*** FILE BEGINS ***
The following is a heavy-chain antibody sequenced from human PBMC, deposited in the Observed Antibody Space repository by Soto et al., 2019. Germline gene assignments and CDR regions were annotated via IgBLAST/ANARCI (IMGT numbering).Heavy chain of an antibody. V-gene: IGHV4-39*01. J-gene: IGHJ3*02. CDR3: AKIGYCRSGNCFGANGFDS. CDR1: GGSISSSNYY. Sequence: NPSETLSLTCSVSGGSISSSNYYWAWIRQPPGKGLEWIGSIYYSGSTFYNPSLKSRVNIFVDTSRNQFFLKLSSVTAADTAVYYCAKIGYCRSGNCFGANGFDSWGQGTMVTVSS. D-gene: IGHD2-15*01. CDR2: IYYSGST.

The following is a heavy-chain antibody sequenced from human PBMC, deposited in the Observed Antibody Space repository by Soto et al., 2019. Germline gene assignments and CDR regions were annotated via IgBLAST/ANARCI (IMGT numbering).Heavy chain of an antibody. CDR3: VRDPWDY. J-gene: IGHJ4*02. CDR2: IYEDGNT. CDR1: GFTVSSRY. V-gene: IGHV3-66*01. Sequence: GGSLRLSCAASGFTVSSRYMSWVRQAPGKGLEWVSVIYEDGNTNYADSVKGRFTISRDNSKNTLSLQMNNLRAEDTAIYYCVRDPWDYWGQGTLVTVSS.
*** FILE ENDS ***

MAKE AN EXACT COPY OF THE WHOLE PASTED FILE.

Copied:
The following is a heavy-chain antibody sequenced from human PBMC, deposited in the Observed Antibody Space repository by Soto et al., 2019. Germline gene assignments and CDR regions were annotated via IgBLAST/ANARCI (IMGT numbering).Heavy chain of an antibody. V-gene: IGHV4-39*01. J-gene: IGHJ3*02. CDR3: AKIGYCRSGNCFGANGFDS. CDR1: GGSISSSNYY. Sequence: NPSETLSLTCSVSGGSISSSNYYWAWIRQPPGKGLEWIGSIYYSGSTFYNPSLKSRVNIFVDTSRNQFFLKLSSVTAADTAVYYCAKIGYCRSGNCFGANGFDSWGQGTMVTVSS. D-gene: IGHD2-15*01. CDR2: IYYSGST.

The following is a heavy-chain antibody sequenced from human PBMC, deposited in the Observed Antibody Space repository by Soto et al., 2019. Germline gene assignments and CDR regions were annotated via IgBLAST/ANARCI (IMGT numbering).Heavy chain of an antibody. CDR3: VRDPWDY. J-gene: IGHJ4*02. CDR2: IYEDGNT. CDR1: GFTVSSRY. V-gene: IGHV3-66*01. Sequence: GGSLRLSCAASGFTVSSRYMSWVRQAPGKGLEWVSVIYEDGNTNYADSVKGRFTISRDNSKNTLSLQMNNLRAEDTAIYYCVRDPWDYWGQGTLVTVSS.